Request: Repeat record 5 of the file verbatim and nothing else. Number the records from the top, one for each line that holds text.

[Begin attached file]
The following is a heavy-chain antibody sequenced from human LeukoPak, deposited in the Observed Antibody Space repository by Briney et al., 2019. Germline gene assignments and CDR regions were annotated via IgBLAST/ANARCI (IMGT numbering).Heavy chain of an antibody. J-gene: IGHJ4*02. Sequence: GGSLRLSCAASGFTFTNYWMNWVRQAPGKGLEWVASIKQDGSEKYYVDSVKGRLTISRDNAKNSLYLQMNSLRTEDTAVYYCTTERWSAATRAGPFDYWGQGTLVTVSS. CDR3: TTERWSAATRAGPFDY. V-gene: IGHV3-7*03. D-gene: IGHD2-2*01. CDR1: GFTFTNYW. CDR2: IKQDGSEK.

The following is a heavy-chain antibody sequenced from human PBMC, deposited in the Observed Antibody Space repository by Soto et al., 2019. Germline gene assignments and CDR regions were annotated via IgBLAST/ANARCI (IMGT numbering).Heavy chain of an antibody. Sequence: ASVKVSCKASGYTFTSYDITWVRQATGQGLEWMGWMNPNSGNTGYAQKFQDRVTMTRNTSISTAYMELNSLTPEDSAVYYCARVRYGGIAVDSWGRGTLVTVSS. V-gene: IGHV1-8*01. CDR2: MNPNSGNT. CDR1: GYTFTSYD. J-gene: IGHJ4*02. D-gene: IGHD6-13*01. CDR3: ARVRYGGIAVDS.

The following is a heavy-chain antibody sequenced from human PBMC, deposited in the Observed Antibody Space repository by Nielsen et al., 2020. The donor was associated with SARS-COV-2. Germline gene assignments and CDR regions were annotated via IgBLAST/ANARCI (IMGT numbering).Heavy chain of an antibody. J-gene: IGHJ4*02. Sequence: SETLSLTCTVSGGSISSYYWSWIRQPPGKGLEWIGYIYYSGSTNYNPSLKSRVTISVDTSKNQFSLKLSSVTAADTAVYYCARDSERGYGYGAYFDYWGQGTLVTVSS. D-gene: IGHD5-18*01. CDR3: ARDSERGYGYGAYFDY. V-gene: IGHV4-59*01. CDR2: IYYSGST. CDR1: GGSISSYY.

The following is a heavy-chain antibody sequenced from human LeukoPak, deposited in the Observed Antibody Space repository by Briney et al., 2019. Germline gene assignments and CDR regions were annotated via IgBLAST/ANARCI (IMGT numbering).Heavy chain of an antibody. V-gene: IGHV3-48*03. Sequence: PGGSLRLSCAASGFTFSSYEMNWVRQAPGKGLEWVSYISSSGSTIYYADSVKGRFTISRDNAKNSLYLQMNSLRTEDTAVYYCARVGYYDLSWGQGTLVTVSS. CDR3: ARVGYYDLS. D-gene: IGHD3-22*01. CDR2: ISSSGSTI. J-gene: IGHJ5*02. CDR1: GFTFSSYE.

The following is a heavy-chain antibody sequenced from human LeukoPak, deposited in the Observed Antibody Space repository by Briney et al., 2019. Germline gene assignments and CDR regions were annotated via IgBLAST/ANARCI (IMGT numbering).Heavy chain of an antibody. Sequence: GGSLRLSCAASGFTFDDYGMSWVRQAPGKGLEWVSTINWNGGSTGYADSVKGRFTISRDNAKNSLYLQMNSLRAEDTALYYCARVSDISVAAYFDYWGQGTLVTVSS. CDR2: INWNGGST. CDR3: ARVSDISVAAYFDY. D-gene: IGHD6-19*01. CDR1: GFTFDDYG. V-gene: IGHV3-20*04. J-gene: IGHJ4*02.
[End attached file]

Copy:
The following is a heavy-chain antibody sequenced from human LeukoPak, deposited in the Observed Antibody Space repository by Briney et al., 2019. Germline gene assignments and CDR regions were annotated via IgBLAST/ANARCI (IMGT numbering).Heavy chain of an antibody. Sequence: GGSLRLSCAASGFTFDDYGMSWVRQAPGKGLEWVSTINWNGGSTGYADSVKGRFTISRDNAKNSLYLQMNSLRAEDTALYYCARVSDISVAAYFDYWGQGTLVTVSS. CDR2: INWNGGST. CDR3: ARVSDISVAAYFDY. D-gene: IGHD6-19*01. CDR1: GFTFDDYG. V-gene: IGHV3-20*04. J-gene: IGHJ4*02.